Master students’ trip to the European Commission

  • 2015•12•20     Bonn

    The 2014 class of the joint master program “Geography of Environmental Risk and Human Security” of the United Nations University/University of Bonn went on a trip in December to the European Commission Directorate General for Humanitarian Aid and Civil Protection (DG-ECHO) in Brussels, Belgium as part of their studies.

    The educational trip was marked by seven seminars geared towards creating an understanding of the work of the DG-ECHO to the students. The first seminar introduced students to the Emergency Response and Humanitarian Assistance functions of the DG-ECHO. The core mandate of the DG-ECHO is to provide humanitarian assistance, relief, and protection to people in third world countries. The second seminar focused on the structure and functions of the Emergency Response Coordination Center (ERCC), of the European Commission. The ERCC is been referred to as the “Operational Heart” of the EU’s Civil Protection Mechanism enables the EU to respond to devastating events, either natural or man-made in a timely and efficient manner. The main duties of the ERCC includes the collection and analysis of real –time or up to date data on disasters, monitoring of hazards, the preparation of plans for the deployment of emergency relief experts, teams, as well as equipment. The third seminar was on the Copernicus Emergency Management Service, which has been operational since 2012 and its functions include the provisioning of maps and analysis based on satellite imagery, before, during, and after a disaster. It also provides warning systems for floods and fires.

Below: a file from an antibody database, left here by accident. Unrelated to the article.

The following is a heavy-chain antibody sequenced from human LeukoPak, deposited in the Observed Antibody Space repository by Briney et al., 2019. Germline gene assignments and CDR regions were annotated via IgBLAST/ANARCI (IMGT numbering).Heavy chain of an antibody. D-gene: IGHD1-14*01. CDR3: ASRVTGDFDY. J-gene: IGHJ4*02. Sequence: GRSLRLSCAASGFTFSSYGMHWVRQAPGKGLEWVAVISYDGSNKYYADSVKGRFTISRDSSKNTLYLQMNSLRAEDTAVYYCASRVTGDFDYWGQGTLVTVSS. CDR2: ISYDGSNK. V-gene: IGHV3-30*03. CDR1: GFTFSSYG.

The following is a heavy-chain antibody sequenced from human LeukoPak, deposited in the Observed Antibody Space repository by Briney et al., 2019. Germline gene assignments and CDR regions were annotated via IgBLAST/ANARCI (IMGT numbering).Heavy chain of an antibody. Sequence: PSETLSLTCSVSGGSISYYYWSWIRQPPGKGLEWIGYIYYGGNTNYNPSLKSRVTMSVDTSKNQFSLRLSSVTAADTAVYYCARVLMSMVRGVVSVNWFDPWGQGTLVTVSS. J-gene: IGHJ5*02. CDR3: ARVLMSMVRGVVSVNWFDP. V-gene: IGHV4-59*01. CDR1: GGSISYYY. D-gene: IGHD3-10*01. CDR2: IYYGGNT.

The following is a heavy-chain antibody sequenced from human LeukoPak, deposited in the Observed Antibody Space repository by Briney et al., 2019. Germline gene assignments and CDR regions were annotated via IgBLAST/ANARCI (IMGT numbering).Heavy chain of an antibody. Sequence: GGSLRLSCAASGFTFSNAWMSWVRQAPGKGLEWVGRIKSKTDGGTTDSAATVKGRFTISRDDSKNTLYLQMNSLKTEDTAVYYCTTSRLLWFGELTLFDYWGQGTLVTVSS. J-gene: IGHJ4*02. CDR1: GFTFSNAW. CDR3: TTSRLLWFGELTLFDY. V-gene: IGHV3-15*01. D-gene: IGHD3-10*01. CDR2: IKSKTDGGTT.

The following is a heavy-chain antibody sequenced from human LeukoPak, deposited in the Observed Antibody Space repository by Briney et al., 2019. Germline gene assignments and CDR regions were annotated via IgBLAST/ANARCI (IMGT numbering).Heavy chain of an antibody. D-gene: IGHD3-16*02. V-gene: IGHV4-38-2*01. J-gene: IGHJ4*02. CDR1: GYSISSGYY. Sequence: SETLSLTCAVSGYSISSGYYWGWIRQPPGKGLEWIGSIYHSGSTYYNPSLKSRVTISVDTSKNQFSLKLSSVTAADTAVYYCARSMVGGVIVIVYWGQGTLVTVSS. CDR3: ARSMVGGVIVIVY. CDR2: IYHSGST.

The second day in Brussels was marked by four more seminars. The first highlighted the World Humanitarian Summit to take place in May 2016. The second seminar introduced students to the INFORM project, which is a global or worldwide open-source risk assessment for humanitarian crisis and disasters. The third seminar for the second day was on the “EU Aid Volunteer Initiative”. Finally students were briefed on the world of work within the European Commission. The recruitment procedures alongside requirements for specific jobs were clearly spelled out to students.

    (Article by Issaka A. Sule, Masters Student, Geography of Environmental Risk and Human Security 2014)